What can be done for Northland?
As a politician from Northland I am always thinking about how I can help make our region more prosperous so we can all enjoy higher incomes and living standards.
Led by Winston Peters, NZ First identified the very poor transport links that our region has with the rest of the country, and internationally, as a major barrier to us achieving these goals. Whether it is by road, rail or air, access to good transport is an issue faced by all Northland residents and businesses. And I have been very vocal since becoming a Minister on these shortcomings. I also recognise it’s not just in Northland, but all our regions outside the main cities.
Ten days ago I released an initial report from a group that we supported through the Provincial Growth Fund to look at freight transport in the Upper North Island, and how the existing airports, rail links and roads contribute to or hinder economic development. Former Far North Mayor Wayne Brown, who chaired the group, and his colleagues have done a very good job in pointing out how the current freight system disadvantages Northland.
Our port has no link to the main Northland rail line, which has not been modernised to provide for the transport of modern containers. Instead it has been starved of investment by successive governments, who have refused to provide KiwiRail with the resources to invest in modern facilities.
If we look at other regions, such as the Bay of Plenty, and particularly Tauranga, we can see how the combination of ports, rail and road links can help regions achieve their productive potential. The good road and rail links from the wider Bay of Plenty and the Waikato have made the Port of Tauranga the largest in the country, supporting these regions in developing their forestry, horticulture and dairy industries. Tauranga and its surrounding region have seen explosive growth over many decades as a result.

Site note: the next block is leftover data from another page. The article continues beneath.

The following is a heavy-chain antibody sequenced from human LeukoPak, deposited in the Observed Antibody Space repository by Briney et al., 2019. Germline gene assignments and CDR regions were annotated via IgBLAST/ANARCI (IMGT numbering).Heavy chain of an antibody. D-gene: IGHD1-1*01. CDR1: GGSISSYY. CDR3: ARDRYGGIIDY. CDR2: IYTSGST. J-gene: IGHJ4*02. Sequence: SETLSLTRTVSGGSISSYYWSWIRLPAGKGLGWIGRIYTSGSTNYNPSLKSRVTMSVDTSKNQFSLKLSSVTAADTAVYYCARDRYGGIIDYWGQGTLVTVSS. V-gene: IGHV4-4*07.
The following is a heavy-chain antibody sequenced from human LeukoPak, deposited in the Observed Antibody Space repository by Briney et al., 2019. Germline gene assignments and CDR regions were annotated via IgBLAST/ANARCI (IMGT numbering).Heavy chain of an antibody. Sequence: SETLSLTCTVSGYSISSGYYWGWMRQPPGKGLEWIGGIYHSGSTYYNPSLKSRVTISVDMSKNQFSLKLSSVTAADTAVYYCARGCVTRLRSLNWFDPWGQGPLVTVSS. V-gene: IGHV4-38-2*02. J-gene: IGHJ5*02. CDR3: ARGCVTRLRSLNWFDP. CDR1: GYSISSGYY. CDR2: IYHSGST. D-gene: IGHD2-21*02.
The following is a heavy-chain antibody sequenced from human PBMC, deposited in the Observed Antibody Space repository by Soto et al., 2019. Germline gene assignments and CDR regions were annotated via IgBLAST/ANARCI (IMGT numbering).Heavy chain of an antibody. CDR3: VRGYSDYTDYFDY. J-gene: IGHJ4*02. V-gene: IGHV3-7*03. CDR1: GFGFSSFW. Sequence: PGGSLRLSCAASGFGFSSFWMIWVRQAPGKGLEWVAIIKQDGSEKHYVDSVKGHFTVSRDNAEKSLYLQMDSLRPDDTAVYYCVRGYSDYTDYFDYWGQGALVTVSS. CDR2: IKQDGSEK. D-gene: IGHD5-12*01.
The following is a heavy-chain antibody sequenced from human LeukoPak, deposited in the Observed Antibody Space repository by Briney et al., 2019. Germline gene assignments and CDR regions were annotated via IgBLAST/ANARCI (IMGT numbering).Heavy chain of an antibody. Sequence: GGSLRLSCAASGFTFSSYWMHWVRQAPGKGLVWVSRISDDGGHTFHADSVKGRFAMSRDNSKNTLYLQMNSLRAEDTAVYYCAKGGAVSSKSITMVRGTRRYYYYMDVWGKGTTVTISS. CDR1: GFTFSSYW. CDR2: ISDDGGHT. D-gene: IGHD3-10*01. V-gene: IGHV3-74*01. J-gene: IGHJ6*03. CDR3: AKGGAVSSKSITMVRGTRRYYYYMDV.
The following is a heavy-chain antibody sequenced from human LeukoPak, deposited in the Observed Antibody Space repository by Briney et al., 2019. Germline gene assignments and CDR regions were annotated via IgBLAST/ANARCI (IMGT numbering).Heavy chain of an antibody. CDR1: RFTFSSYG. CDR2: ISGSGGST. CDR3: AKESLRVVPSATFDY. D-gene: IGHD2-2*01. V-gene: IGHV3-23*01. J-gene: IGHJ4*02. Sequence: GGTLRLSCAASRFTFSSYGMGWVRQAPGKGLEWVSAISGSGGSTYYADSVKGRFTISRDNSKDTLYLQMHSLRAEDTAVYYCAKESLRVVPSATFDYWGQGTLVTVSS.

Winston Peters and I believe that the rail link to Northland and the connection to Northport at Marsden Point can make similar contributions to the prosperity of Whanga¯rei and the wider Northland region.
Wayne Brown’s group will now start working on more detailed analyses of the options for the development of transport links in the Upper North Island. I expect their recommendations will have major implications for the development of Northport, including links from the port to the rail line. Another report due out within weeks will look at what needs to be done to upgrade the main Northland rail line, how much it will cost, and what benefits we can expect from that investment.
This concentrated effort by the government on issues associated with transport in Northland is the result of the advocacy of the deputy Prime Minister and me, as Minister for Regional Economic Development. It reflects our determination to ensure that the prosperity enjoyed by other regions as a result of their rail and port facilities is also enjoyed by the people and businesses of Northland.
"If we look at other regions, such as the Bay of Plenty, and particularly Tauranga, we can see how the combination of ports, rail and road links can help regions achieve their productive potential."